The Lessons of the Californiapocalypse

California lawmakers and the governor have agreed on a budget that would close the state's $26 billion deficit. Voters recently rejected a budget plan that required tax increases, and so the budget in Sacramento's hands heavily focuses on the other end of tax/spend spectrum. Spending will be slashed across the state, and the cuts will be most painful for social services affecting children and the poor, and statewide education. Are there other places California could have cut some fat? Well, Conor Friedersdorf might say, that's a bit like asking Jabba the Hutt if there there are places besides his chin where he might benefit from losing some weight.

California is a spending beast, and Friedersdorf has some additional ideas for limiting the burden:

Pension obligations could be radically reduced by changing the formula that allows all public safety employees, broadly construed, to receive 90 percent of their salary for life upon retirement. 

State prison costs would decrease if the state decriminalized drug possession and stopped prostrating itself before the prison guard union. 

School reform could cut administrative costs higher than in most states without affecting money being spent in the classroom -- for example, by reversing a state of affairs where school districts pay problem teachers millions of dollars to stay out of the classroom, for starters. 

Repeat offenders would decrease if the state identified illegal immigrants in its jails and ensured their deportation at the conclusion of their sentence, rather than releasing them back into the populace.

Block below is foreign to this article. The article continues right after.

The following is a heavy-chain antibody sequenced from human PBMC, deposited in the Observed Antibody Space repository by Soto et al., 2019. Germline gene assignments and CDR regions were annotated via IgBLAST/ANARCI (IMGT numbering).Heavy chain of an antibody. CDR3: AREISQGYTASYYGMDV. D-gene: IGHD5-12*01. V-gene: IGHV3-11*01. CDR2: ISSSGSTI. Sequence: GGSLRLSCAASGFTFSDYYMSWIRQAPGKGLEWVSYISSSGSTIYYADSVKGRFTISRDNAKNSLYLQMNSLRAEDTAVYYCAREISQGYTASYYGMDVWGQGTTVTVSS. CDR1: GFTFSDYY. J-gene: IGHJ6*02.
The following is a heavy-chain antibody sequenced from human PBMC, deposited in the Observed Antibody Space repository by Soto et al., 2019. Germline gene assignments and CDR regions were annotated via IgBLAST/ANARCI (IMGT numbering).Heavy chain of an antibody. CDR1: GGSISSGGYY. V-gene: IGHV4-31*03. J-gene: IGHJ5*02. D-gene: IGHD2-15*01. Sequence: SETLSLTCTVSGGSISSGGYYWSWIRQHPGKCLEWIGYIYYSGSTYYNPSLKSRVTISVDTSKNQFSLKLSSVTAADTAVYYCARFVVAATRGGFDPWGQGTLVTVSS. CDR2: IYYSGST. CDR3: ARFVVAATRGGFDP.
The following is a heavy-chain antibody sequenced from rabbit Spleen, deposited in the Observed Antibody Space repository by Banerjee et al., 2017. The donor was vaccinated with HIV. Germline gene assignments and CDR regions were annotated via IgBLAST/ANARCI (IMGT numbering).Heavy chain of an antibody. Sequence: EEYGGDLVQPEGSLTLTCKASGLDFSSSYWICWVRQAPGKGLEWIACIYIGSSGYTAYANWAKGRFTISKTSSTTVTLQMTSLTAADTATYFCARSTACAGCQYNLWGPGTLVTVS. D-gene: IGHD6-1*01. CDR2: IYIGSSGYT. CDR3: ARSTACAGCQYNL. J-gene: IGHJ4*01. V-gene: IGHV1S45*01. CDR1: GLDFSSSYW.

A state in need of revenue might reconsider workers' compensation laws that are among the costliest in the nation for taxpayers and businesses -- and a business climate that is generally less friendly than that of its neighbors, so that tax generating enterprises stop relocating elsewhere.  

Democracy in America, a blog with the Economist, has an interesting post about California as a rorschach test. Conservatives look at the state and say, "This is what happens when we offer luxurious services that we'll never afford." Liberals instead see millions of children losing health care benefits in the wake of budget cuts and think, "This is why we have to mandate universal coverage as soon as possible." 

In the case of California, the first argument seems more convincing. California's government knew their tax base was limited and they still built upon it a wobbly, unwieldy apparatus of government spending. And it fell. And kids' health insurance got trapped under it. Isn't the first lesson here obviously: Pay for what you build?